Burnout, a serious and common problem

A study carried out in Catalonia showed that burnout among emergency service professionals had increased by 10 points after the pandemic, a situation that also occurred among primary care professionals, two of the groups most involved in the containment of Covid. According to data from the 2021 Galatea Foundation Report, 47.1% of doctors and 58.3% of nurses are at risk of mental health problems.

This is a major issue for public health, because it not only has an impact on occupational health, but also has a negative effect on care. Burnout, which takes sufferers to the edge of despair, mainly affects middle-aged professionals, who are supposedly at the peak of their careers.

When people in this sector burn out, they cannot recover without psychological help or support. That is why, Yuguero insisted, it is so important to intervene. "Many people don't ask for help because they're not able even to recognize that they have this problem, or because there's still a certain stigma in confessing that you don't feel well. Through this project we'll try to help this group and provide treatment."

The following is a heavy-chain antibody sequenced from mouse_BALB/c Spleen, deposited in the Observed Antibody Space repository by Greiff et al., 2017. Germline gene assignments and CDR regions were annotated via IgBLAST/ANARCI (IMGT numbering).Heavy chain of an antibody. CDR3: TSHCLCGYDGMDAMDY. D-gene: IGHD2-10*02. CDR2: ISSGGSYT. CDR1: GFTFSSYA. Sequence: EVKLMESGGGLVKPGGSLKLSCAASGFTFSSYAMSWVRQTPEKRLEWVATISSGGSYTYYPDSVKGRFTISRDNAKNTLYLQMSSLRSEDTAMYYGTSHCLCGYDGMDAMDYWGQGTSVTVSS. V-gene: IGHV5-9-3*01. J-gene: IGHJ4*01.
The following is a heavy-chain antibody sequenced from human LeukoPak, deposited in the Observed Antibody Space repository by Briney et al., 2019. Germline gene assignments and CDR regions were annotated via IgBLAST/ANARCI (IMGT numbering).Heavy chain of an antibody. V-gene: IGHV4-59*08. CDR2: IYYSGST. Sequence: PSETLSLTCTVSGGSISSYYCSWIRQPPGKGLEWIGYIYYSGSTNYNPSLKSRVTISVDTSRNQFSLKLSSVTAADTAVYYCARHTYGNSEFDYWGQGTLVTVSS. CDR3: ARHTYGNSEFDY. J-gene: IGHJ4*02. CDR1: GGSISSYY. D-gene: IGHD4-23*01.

This UOC research contributes to Sustainable Development Goal (SDG) 3, Good Health and Well-being.



The UOC's research and innovation (R&I) is helping overcome pressing challenges faced by global societies in the 21st century by studying interactions between technology and human & social sciences with a specific focus on the network society, e-learning and e-health.

Over 500 researchers and more than 50 research groups work in the UOC's seven faculties, its eLearning Research programme and its two research centres: the Internet Interdisciplinary Institute (IN3) and the eHealth Center (eHC).

The university also develops online learning innovations at its eLearning Innovation Center (eLinC), as well as UOC community entrepreneurship and knowledge transfer via the Hubbik platform.

Open knowledge and the goals of the United Nations 2030 Agenda for Sustainable Development serve as strategic pillars for the UOC's teaching, research and innovation. More information: research.uoc.edu.